Cloud trends 2019: Solutions for exponential growth

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Cloud computing has brought massive disruption to how business is done. While the cloud-based methodology is fast becoming the norm, we’ve barely scratched the surface when it comes to its potential in enabling digital transformation, especially for B2B ecommerce players. With core business applications, analytics, and collaboration tools, the cloud offers enterprises the agility to scale.

The next wave of intelligent technologies – Internet of Things (IoT), machine learning, and artificial intelligence – on the back of cloud computing, is all set to offer an unparalleled innovation infrastructure. Here we explore cloud-computing trends in 2019 that are set to define the next phase of business innovation.

 

An Exponential Growth

An affordable cost model, easy scalability, high efficiency, and increased ease of doing business in the cloud have all contributed to the rise of a potentially huge new market. According to The Fast Mode, the number of cloud-based companies in the public and private sector will soar in 2019.

In-house business models and the software will soon become obsolete, as they can all be adapted and offered as cloud services. Critical transaction infrastructure is also likely to move to the cloud soon, and new cloud-based services for B2B services, SD-WAN and the like can be launched in as little as 8 weeks, a dramatic reduction of time from the previous 6-12 months it took for self-deployed solutions.

Hybrid Cloud Solutions

Trends show a shift towards a hybrid method of cloud computing, wherein organizations prefer to combine in-house and third-party cloud vendors, with effective coordination between both.

Companies have to ensure both platforms work well with each other and do not cause unnecessary downtime. Therefore, there has to be effective resource usage, and proper performance and scalability management.

In fact, the hybrid cloud is set to become the dominant business model of the future. Often times, the public cloud is not an optimal solution and moving all data to the cloud can be difficult.

The hybrid model blends on-premises infrastructure with cloud services, allowing organizations to shift to the cloud at their own pace. However, businesses must ensure that in-house, onsite, and third-party ecosystems function well with one another.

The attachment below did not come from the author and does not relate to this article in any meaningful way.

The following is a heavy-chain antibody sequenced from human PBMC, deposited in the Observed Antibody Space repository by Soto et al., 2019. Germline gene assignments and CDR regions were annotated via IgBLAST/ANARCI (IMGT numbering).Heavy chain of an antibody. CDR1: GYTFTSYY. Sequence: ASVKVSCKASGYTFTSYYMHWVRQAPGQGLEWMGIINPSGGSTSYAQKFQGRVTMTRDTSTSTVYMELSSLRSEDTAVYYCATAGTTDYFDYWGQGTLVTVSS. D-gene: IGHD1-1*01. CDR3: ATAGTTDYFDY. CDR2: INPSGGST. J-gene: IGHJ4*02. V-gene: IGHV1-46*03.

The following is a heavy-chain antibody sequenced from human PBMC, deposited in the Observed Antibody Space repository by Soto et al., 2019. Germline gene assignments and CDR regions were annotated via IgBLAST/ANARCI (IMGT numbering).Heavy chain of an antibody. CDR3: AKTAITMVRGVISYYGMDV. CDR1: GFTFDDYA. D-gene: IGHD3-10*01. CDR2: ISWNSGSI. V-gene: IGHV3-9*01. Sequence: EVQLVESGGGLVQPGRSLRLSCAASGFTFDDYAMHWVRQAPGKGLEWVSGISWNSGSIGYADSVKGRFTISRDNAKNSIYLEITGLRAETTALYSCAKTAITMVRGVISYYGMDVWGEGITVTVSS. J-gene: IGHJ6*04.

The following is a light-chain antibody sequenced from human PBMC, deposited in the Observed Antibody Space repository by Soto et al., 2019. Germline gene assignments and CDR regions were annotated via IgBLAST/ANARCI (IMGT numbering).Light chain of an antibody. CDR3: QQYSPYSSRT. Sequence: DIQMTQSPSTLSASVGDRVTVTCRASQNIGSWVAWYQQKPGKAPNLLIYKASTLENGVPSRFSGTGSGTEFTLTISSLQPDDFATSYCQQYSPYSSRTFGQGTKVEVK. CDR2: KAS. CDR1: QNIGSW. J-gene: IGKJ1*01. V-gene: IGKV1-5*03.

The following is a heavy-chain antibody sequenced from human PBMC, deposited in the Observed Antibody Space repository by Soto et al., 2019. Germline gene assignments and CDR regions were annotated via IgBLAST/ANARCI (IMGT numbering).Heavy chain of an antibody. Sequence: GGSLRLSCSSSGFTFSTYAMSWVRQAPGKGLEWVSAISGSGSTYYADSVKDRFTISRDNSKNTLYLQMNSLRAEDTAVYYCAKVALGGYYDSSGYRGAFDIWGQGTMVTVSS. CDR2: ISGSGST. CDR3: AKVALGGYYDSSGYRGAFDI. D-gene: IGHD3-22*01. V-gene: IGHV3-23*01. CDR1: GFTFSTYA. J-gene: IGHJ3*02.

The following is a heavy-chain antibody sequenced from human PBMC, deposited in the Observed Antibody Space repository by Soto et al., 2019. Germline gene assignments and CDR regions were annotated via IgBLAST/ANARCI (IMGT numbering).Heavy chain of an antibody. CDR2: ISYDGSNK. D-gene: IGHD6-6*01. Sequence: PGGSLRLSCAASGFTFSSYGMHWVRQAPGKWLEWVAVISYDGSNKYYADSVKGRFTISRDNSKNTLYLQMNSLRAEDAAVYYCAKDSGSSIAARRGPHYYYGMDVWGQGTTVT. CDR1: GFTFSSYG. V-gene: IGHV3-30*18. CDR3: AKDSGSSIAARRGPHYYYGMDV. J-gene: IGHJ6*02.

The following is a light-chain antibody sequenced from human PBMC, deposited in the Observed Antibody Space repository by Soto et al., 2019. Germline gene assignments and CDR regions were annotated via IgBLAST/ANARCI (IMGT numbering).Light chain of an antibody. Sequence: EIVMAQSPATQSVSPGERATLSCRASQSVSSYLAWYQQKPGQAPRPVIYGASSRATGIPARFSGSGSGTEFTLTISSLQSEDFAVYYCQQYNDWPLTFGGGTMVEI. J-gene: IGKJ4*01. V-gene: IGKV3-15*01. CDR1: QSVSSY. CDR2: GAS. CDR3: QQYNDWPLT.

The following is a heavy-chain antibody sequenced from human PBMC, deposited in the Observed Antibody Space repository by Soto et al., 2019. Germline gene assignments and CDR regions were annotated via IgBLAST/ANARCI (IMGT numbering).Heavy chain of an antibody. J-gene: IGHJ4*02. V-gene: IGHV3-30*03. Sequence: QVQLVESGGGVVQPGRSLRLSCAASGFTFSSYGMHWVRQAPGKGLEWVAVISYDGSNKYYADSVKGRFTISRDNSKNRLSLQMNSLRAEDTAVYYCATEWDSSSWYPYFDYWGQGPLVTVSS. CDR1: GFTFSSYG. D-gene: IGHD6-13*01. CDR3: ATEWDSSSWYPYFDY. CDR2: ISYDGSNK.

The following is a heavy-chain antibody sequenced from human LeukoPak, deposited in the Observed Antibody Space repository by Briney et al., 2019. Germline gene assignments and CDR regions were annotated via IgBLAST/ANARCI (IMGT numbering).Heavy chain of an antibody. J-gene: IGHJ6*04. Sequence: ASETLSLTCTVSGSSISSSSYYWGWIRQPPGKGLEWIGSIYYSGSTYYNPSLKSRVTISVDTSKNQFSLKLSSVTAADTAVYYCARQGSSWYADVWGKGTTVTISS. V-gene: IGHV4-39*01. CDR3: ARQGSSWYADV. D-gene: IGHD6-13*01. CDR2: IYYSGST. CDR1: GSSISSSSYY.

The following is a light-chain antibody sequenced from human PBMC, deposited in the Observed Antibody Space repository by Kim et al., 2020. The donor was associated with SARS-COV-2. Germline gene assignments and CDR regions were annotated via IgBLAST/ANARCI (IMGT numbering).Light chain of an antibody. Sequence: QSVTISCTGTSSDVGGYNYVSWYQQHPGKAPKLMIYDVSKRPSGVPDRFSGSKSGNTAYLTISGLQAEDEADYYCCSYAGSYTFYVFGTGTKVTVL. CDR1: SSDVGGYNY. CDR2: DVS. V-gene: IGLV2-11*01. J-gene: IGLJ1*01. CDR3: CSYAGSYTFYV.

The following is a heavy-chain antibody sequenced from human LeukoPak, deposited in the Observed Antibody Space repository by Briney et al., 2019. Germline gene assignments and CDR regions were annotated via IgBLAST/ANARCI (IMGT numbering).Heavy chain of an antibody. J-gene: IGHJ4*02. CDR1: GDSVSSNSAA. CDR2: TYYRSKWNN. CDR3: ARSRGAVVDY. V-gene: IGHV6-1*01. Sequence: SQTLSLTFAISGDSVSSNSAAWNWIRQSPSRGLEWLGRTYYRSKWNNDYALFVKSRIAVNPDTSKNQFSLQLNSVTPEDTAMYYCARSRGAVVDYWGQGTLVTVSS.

Multifunctional Packages

One cloud service can offer multiple packages that can be paid for individually. One of the most popular examples of this is cloud-based CRM platforms. They offer several packages for sales, marketing, and HR teams that help companies plan better for acquiring and retaining customers and organizing employees. Organizations can choose to work with and pay for only the packages they need. In-house installations that require payment for all packages whether they are used or not are now almost obsolete.

Artificial Intelligence and Machine Learning

Artificial intelligence and machine learning are quickly making their way into the cloud. AI is poised to disrupt cloud through personalization, security, and conversational AI. With the availability of data and analytics on CRM platforms like Salesforce, marketers can create rich customer profiles and send customized messages across channels.

With Salesforce’s cloud-based recommendation engines, ecommerce players can also improve revenue. With digital assistants and voice search, organizations can deliver a superior customer experience with conversational AI. Finally, machine learning-based predictive analytics can analyze past data and simulate events, allowing businesses to take preventive measures.

Enhancing Customer Experience

For cloud computing, the next step is the creation of improved customer experience. B2B and B2C companies are applying intelligent tech with the cloud to improve customer experience management. Combined with new-age tech like IoT and AI, cloud computing is going to revolutionize how organizations operate and interact with customers.

For instance, CRMs with cloud computing capabilities can collect and process customer data to build new products and services, and facilitate a better experience.

Ultimately, the cloud will allow enterprises to combine experience data with operational data in order to create enhanced customer experiences.